Our first mentor is someone who I will forever idolize. My little brother. As a mechanical engineer his job consists of a decent amount of sitting. But he doesn’t let that get in his way of getting in his steps. Or should I say flips? Outside of work, Nick enjoys performing gymnastics with his friends, obstacle courses (he actually set one up in our parents’ backyard), rock climbing, yoga and has hopes to complete his first marathon this October.
Nick talked to Balancing Bicycle about his internal struggle to maintain a lifestyle of balance. When asked about a period of time he felt off balance he immediately remembers a five-week period last summer where he was unable to move as a result of a back injury. Here’s what happened:
While snowboarding in 2016, Nick landed off a jump that set the tone for the next two and a half years of his life. He had extreme pain that radiated down his leg. The pain prevented him from running, lifting, rock climbing and performing gymnastics to the best of his ability. However, his symptoms were maintained through physical therapy and visits to the chiropractor to continue doing the activities he loves at a modified level.
A year and a half later, Nick was tired of living in pain and visited a spinal orthopedist who diagnosed a herniated disc at L5-S1. This means a disc between vertebrae of the low back was protruding onto a nerve that travels down his leg, which was creating Nick’s symptoms. The doctor told him that it was not yet severe enough to perform surgery but eventually there will be a day he won’t be able to walk at which point Nick should come back to see him.
While some might consider this a warning to take it easy, Nick did not. He continued to perform all the activities he could within his comfort level. Nick had good days and bad days in terms of his pain but overall he was living his life the way he wanted to. He and his friends continued to flip around, his workouts were relatively the same and he even spent 6 months abroad in Germany (we’ll dig deeper into this later this week).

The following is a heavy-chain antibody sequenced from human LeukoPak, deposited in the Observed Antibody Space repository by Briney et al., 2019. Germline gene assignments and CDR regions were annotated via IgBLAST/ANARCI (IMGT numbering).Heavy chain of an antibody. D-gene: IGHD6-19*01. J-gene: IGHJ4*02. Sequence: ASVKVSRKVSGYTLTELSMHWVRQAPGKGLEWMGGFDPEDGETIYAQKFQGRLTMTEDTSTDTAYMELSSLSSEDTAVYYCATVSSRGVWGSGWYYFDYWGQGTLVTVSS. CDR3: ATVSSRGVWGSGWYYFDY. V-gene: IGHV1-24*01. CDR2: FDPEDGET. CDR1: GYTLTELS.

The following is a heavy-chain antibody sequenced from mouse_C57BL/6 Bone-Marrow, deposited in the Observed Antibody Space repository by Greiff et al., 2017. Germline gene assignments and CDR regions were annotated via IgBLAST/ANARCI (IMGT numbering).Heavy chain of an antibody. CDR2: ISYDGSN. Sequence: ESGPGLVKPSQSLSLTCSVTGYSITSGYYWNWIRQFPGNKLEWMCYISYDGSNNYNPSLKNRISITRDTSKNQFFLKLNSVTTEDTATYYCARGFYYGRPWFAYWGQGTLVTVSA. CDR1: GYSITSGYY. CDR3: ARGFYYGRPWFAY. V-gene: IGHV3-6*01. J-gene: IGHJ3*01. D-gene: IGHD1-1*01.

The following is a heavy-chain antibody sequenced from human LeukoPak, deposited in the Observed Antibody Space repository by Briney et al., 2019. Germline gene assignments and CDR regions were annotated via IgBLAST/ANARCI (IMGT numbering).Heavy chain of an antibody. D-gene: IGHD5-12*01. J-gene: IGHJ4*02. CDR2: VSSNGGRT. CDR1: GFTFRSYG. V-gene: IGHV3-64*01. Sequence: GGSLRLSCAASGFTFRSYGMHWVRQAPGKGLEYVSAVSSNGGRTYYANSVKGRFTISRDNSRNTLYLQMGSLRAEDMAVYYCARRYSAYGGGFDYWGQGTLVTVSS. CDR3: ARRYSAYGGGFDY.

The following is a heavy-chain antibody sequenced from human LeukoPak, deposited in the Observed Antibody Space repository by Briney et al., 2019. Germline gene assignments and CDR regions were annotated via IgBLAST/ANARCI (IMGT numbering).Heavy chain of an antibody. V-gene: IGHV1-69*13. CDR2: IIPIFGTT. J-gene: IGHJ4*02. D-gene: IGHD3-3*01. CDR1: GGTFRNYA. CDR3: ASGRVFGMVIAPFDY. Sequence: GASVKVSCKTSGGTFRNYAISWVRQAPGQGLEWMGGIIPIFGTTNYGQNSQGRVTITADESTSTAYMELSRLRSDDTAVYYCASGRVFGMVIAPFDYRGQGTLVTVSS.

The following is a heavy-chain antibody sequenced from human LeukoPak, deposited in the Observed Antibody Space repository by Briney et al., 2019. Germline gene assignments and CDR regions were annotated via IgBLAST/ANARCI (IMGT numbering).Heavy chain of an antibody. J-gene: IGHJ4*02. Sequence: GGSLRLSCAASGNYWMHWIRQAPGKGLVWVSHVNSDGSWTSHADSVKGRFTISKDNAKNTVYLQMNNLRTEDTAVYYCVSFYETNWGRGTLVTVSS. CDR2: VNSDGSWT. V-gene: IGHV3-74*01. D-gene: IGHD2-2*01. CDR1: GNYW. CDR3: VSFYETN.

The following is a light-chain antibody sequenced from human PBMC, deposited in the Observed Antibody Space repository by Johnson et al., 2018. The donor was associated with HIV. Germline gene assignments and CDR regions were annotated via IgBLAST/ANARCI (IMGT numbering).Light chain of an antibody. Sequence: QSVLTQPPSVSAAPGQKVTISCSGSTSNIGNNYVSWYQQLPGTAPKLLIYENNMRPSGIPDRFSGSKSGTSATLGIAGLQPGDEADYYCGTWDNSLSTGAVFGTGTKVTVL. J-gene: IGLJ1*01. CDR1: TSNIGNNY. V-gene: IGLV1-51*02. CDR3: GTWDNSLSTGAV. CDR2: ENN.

Fast forward to June 17th, 2019 when Nick did just one too many backflips on the beach. His last flip resulted in the inability to move his body without excruciating pain. He was unable to be upright longer than the time it takes to use the restroom. The longer he stood, the more severe his pain became. Laying flat was his only relief. So back to the orthopedist he went. Surgery was scheduled 5 weeks later.
As a person who relies heavily on physical activity for balance, 5 weeks in bed threw Nick into a depression that ultimately disrupted the balance in his life. He told Balancing Bicycle, “It was a pretty dark time. When you can’t do anything but lay in bed you start to get depressed.”
His approach to overcome this imbalance was to stay positive and find hope in that his situation was temporary. He found comfort in following fitness enthusiasts Nick Bare and Ross Edgley. One of the quotes Nick Bare is most known for is, “Go one more.” This quote helped Nick while awaiting surgery because each day he thought he was done dealing with his injury he told himself to go one more.
After 5 weeks of watching Netflix, how-to videos and inspirational talks on YouTube, he was finally given the relief he waited what felt like an eternity for. His surgery was a success, he immediately felt better (mostly from all the drugs requiring constant reminders not to do anything he would regret) and then ultimately long-term relief with the slow return to physical activity.
His positivity worked. It got him to the finish line where his life would turn around. Although exercise is typically what Nick uses to maintain his balance he was able to adjust and modify his lifestyle for what he had available to him. He wasn’t able to move without pain prior to surgery but he kept believing he would return to the lifestyle he wanted and used this downtime to reflect on ways to return to his goals.
Nick continues to stay positive and find balance through promoting a life long recovery. He balances his gymnastics and rock climbing with core stability training, yoga and daily stretching. And of course he is continually encouraged by Nick Bare and Ross Edgley who have inspired him to keep moving forward through good days and bad days.